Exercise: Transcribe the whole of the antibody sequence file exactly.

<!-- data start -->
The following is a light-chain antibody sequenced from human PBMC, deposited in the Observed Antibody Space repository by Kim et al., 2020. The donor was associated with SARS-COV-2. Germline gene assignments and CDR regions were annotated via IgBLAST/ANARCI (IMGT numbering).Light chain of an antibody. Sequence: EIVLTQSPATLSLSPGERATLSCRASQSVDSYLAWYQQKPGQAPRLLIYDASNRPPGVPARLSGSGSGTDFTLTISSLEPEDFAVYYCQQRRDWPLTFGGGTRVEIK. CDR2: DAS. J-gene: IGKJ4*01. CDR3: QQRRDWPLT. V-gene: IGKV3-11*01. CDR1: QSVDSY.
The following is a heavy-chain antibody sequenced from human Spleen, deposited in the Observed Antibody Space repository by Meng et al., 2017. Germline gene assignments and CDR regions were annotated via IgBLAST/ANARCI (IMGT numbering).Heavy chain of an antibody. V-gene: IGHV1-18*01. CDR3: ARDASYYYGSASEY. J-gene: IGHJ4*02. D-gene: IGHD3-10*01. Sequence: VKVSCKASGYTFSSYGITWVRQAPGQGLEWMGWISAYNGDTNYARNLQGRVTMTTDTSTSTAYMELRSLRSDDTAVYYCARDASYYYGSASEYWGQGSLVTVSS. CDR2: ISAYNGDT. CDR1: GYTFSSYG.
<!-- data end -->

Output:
The following is a light-chain antibody sequenced from human PBMC, deposited in the Observed Antibody Space repository by Kim et al., 2020. The donor was associated with SARS-COV-2. Germline gene assignments and CDR regions were annotated via IgBLAST/ANARCI (IMGT numbering).Light chain of an antibody. Sequence: EIVLTQSPATLSLSPGERATLSCRASQSVDSYLAWYQQKPGQAPRLLIYDASNRPPGVPARLSGSGSGTDFTLTISSLEPEDFAVYYCQQRRDWPLTFGGGTRVEIK. CDR2: DAS. J-gene: IGKJ4*01. CDR3: QQRRDWPLT. V-gene: IGKV3-11*01. CDR1: QSVDSY.
The following is a heavy-chain antibody sequenced from human Spleen, deposited in the Observed Antibody Space repository by Meng et al., 2017. Germline gene assignments and CDR regions were annotated via IgBLAST/ANARCI (IMGT numbering).Heavy chain of an antibody. V-gene: IGHV1-18*01. CDR3: ARDASYYYGSASEY. J-gene: IGHJ4*02. D-gene: IGHD3-10*01. Sequence: VKVSCKASGYTFSSYGITWVRQAPGQGLEWMGWISAYNGDTNYARNLQGRVTMTTDTSTSTAYMELRSLRSDDTAVYYCARDASYYYGSASEYWGQGSLVTVSS. CDR2: ISAYNGDT. CDR1: GYTFSSYG.